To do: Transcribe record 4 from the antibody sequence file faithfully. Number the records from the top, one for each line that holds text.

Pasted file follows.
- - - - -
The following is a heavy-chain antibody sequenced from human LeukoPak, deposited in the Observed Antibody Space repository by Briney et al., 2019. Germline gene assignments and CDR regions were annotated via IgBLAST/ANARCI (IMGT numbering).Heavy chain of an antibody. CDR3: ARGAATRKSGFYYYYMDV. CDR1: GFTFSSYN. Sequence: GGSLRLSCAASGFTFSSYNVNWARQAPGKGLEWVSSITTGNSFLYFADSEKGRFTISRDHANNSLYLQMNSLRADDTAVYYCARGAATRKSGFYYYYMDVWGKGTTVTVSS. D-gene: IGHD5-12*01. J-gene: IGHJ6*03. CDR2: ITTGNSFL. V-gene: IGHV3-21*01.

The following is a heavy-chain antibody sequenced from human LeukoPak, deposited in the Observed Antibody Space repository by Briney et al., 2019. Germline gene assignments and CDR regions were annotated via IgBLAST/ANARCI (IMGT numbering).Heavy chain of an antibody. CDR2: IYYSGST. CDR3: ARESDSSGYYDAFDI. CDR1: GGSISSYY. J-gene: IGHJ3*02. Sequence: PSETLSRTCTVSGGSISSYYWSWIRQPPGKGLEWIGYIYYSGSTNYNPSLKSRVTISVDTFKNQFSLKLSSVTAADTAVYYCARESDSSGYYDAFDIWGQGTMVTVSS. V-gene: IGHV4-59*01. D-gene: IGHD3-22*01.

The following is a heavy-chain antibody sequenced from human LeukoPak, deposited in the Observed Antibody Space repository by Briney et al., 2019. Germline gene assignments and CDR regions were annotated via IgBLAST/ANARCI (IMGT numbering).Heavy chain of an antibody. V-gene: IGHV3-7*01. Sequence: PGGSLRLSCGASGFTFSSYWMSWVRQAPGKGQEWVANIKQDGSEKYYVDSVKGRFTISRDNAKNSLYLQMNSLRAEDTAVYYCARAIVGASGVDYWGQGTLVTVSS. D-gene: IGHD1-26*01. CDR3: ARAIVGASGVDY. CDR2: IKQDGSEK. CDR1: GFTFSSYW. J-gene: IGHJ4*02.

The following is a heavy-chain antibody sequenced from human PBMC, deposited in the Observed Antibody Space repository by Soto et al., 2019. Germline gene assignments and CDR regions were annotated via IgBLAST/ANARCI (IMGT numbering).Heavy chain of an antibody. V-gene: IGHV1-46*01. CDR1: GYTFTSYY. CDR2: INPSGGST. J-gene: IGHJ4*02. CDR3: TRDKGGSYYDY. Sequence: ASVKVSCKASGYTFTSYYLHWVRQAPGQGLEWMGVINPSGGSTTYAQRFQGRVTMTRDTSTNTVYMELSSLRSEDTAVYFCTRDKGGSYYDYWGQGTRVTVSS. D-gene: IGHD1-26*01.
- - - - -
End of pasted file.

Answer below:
The following is a heavy-chain antibody sequenced from human PBMC, deposited in the Observed Antibody Space repository by Soto et al., 2019. Germline gene assignments and CDR regions were annotated via IgBLAST/ANARCI (IMGT numbering).Heavy chain of an antibody. V-gene: IGHV1-46*01. CDR1: GYTFTSYY. CDR2: INPSGGST. J-gene: IGHJ4*02. CDR3: TRDKGGSYYDY. Sequence: ASVKVSCKASGYTFTSYYLHWVRQAPGQGLEWMGVINPSGGSTTYAQRFQGRVTMTRDTSTNTVYMELSSLRSEDTAVYFCTRDKGGSYYDYWGQGTRVTVSS. D-gene: IGHD1-26*01.